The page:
‘Govt must not focus on expanding health facilities, quality counts’

Ghana’s focus on expanding access to health facilities alone will not lead to improved disease and healthcare burden unless the question of access to quality is answered, the Country Director of SafeCare, a Healthcare Quality Im­provement Programme by Pharm­access, Ms Bonifacia Benefo Agyei, has disclosed.

She explained that although ac­cess to healthcare service was a chal­lenge, the government and relevant stakeholders must work to address relentlessly, low quality care at the facilities seriously compromised the efforts put in to ensure access.

“If the patient or the communi­ty’s trust in healthcare quality is low, it leads to low patronage.

“Our nation’s healthcare system will be no close to the attainment of Universal Health Coverage unless we turn our attention to ensuring that health facilities implement quality improvement programmes,” she emphasised.

Ms Agyei disclosed this during a media interaction in Accra yesterday.

She noted that in ensuring standard care at the health facilities, objective measurement was key and SafeCare offered standards and methodology for objective assess­ment and rating and support for stepwise improvement.

However, she said she was pleased that since the introduction of the SafeCare programme, quality improvement in healthcare was gradually receiving attention among healthcare providers and health administrators in Ghana.

“SafeCare has a specific goal of supporting healthcare providers in emerging markets or LMIC toward achieving global standards of quality and patient safety, most impor­tantly, without compromise,” she observed.

The SafeCare quality standards she explained were divided into 13 different categories (Service Element), covering the full range of medical/ clinical to non-medical (management and administrative) aspects of care and ranging from small health posts to large (primary & secondary) hospitals.

The Standards she said were accredited by the International Society for Quality in Health Care External Evaluation Association (ISQuaEEA).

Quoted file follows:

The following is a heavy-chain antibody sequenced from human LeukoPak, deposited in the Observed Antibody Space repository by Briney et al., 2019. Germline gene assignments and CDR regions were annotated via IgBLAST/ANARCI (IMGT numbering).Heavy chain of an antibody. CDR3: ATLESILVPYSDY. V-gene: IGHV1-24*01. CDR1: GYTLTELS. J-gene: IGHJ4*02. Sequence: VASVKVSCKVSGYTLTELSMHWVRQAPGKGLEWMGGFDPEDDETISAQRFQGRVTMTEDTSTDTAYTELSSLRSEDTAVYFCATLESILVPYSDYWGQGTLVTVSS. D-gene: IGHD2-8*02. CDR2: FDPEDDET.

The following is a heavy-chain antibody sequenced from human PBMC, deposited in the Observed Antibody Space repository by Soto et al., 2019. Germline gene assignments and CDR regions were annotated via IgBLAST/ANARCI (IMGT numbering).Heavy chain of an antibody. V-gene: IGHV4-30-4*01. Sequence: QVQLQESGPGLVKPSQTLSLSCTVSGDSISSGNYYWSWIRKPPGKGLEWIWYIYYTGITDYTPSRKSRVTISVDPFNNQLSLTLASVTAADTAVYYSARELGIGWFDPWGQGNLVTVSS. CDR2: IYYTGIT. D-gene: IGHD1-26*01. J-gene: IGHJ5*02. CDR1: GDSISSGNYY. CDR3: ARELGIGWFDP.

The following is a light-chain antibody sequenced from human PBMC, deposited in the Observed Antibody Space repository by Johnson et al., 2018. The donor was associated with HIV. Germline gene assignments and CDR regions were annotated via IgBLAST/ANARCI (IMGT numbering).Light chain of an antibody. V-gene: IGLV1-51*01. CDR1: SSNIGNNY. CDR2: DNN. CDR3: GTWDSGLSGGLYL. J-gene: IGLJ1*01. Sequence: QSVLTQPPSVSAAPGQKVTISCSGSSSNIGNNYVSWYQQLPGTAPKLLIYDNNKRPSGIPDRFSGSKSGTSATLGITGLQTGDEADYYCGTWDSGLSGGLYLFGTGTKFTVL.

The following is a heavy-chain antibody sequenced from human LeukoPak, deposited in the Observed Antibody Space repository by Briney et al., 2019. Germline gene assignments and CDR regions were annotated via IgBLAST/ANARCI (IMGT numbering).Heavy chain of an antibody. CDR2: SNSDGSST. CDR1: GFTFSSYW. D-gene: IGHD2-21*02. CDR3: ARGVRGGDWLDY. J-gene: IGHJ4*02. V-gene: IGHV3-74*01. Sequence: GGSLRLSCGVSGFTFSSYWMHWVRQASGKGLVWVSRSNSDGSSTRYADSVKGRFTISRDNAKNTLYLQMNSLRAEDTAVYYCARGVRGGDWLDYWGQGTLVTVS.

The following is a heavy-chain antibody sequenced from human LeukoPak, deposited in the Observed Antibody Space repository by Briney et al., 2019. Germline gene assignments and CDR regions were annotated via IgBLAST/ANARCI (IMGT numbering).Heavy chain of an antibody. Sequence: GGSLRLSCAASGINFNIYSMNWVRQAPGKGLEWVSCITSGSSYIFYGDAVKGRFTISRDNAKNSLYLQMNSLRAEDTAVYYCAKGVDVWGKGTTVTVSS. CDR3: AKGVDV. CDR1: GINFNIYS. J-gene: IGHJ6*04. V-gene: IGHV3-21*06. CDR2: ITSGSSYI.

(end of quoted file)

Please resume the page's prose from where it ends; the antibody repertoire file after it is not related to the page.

Furthermore, she explained that the 13 service elements comprised 170 sub-categorisations (standards) with each standard having four crite­ria to measure the quality perfor­mance of healthcare facilities.

Ms Agyei said the overall Safe­Care programme was designed to help develop and improve the capacities of healthcare profes­sionals through the assessors’ and facilitators’ training, onsite facility training, the assessment process, and progressive digitally supported quality facilitation.

She indicated that the programme afforded selected healthcare profes­sionals to be trained and mentored to be internationally certified asses­sors and improvement facilitators.

“For more than 10 years, Safe­Care has supported governments, healthcare provider networks, organisations, and individual health­care facilities to institutionalise quality improvement in healthcare systems in countries such as Kenya, Tanzania, Nigeria, and Ghana,” Ms Agyei said.

She noted that as the facility im­proved its performance against the SafeCare standards, it progressed to the next certificate of improvement, providing a transparent, positive, and motivational rating system that recognizes each stage of the improvement journey.

Ms. Agyei revealed that over 3000 public and private health facilities in six countries in Africa had been as­sessed using the SafeCare standards

“Eighty per cent of the facili­ties improved in quality and 914 healthcare professionals of various specialities have been trained as cer­tified assessors and quality improve­ment facilitators,” she said.

“In Tanzania, the Ministry of Health and Social Welfare (MOHSW) has adopted the Safe­Care standards as the basis for step­wise certification and development of the regional referral hospitals assessment tool,” she added.

In Nigeria, she said SafeCare was cooperating with the Ministry of Health of State to implement the SafeCare methodology in the public sector.

Similarly, in Ghana, she stated, SafeCare supported the develop­ment of the NHIA credentialling tools, and HeFRA’s inspection tools for licensing, adding, that SafeCare Ghana office works with over 600 healthcare facilities and has per­formed 1117 SafeCare assessments.

SafeCare Ghana partners with the Christian Health Association of Ghana, Marie Stopes International Ghana, and Africa Health Holdings (Manager of the Rabito Clinic brand in Ghana) in using the standards and methodology to rate, improve, and benchmark the healthcare facili­ties with their networks

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